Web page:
Bedside, Bathtub & Armchair Companion to Jane Austen

Bedside Bathtub Armchair Companion to Jane Austen Whether you ve read Jane Austen once or read her yearly or if you simply yearn to be Elizabeth or Mr Darcy this new Bedside companion will be a perfect match Janeite and newcomer alike will revel in

  • Title: Bedside, Bathtub & Armchair Companion to Jane Austen
  • Author: Carol J. Adams Douglas Buchanan Kelly Gesch
  • ISBN: 9780826429339
  • Page: 385
  • Format: Paperback
  • Whether you ve read Jane Austen once or read her yearly, or if you simply yearn to be Elizabeth or Mr Darcy, this new Bedside companion will be a perfect match Janeite and newcomer alike will revel in the entertaining capsules of each of Austen s beloved novels, along with information on such important subjects as white soup, carriages, what happened at the ha ha, and, oWhether you ve read Jane Austen once or read her yearly, or if you simply yearn to be Elizabeth or Mr Darcy, this new Bedside companion will be a perfect match Janeite and newcomer alike will revel in the entertaining capsules of each of Austen s beloved novels, along with information on such important subjects as white soup, carriages, what happened at the ha ha, and, of course, all those characters we love to hate In the spirit of Austen, maps, puzzles and quizzes are provided including the one and only Jane Austen aptitude Test The reader is taken on location to Steventon, Jane Austen s childhood home, to Bath, the city she was happy to leave, and elsewhere Also included is an interview with Karen J Fowler, author of The Jane Austen Book Club An Austentatious work, indeed

    One thought on “Bedside, Bathtub & Armchair Companion to Jane Austen ”

    1. If for no other reason, this book is a must read for the Dreamy Collin Firth essay! So true, so true, Mr. Collin Firth you make us swoon.

    2. I have no idea why this was on my to-read shelf when I've literally read this book about five times. Possible one of my favorite books ever written.

    3. This little book is packed with facts on Jane Austen, her writings, her life and times and the various movie adaptations and homages. The book also contains some literary criticism, interviews with Austenesque authors, essays by Austen's characters. "Why I Married Her" by Mr. Bennet is particularly amusing and enlightening though it makes Mr. Bennet seem foolish. A crossword puzzle and lengthy quiz provide some lighthearted fun. Both games had many questions which had little to do with Jane Aust [...]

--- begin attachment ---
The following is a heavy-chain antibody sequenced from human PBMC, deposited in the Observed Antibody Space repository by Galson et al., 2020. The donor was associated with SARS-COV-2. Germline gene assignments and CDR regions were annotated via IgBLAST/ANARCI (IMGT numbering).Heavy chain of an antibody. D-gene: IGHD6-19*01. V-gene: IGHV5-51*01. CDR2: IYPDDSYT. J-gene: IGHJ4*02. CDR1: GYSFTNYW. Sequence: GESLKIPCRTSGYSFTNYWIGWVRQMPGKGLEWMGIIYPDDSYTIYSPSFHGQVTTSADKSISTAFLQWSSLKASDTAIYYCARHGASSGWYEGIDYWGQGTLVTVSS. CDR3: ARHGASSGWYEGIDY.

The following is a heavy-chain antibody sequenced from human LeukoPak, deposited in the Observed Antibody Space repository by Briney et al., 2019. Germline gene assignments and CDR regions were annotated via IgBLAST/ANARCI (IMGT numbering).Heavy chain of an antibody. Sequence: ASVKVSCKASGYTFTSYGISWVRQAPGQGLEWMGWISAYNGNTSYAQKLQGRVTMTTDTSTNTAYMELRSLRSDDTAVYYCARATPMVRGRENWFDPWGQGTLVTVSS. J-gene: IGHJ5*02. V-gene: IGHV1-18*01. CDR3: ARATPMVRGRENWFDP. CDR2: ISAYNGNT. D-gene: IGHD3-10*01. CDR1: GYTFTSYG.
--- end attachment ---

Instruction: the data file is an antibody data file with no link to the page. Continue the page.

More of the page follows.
4. The Bedside, Bathtub, and Armchair Companion to Jane Austen by Carol Adams, Douglas Buchanan, and Kelly GeschContinuum, 2008218 pagesJane; Non-fiction3.5/5 starsSource: LibrarySummary: A look at Jane Austen's novels, life, and culture with tidbits for newcomers and Janeites alike.Thoughts: I've made no secret of the fact that I'm a big fan of Jane so that's why I picked up this book. I hoped to learn some new facts, which I did, and have some good chuckles, also did.There were also some surprise [...]

    5. Trawling the canon, poking a flashlight into all corners, then-and-now, books-above-and-beyondJaneites are keepers of the greatness that was Jane Austen, shining in her reflected light, as we read tales touched with humor, human nature, disillusion, error, sadness, and joy. A miscellany for the armchair Austenite. Enjoy, enjoy as that guy on TV used to say.

    6. This book reads like a long love letter to Jane Austen, or more like book club discussions rather than offering any real insight. It was simply written though, and I think very accessible to someone who hasn't read any Austen. For anyone who has already read her novels and letters there isn't much to be gleaned from this book.

    7. This is a fun companion for Jane Austen fans to read snippets of in between novels. The authors do not take themselves or Jane too seriously, yet also offer some interesting insights to Jane, her times, and her work.

    8. I've decided I'm one of those people who enjoys reading about Jane Austen more than actually reading her. This was a fun book about her works, without doing summaries of each. Most of it has some sly humor.

    9. Full of Austen minutia but also barely Austen minutia, such as speculating on who tipped off Willoughby's aunt to his intentions toward penniless Marianne? Puh-lease. But I have learned bits about 19th century England, such as the true worth of a barouche!

    10. I skimmed this book. Since it's not the first (nor the last) book I've read on Jane Austen I only stopped to read passages that contained information I might not already know.

    11. A lot of Jane Austen information, but I didn't enjoy it as much as I thought I would. It does do a nice job of not spoiling the endings/climax of the novels in case you haven't read all of them.

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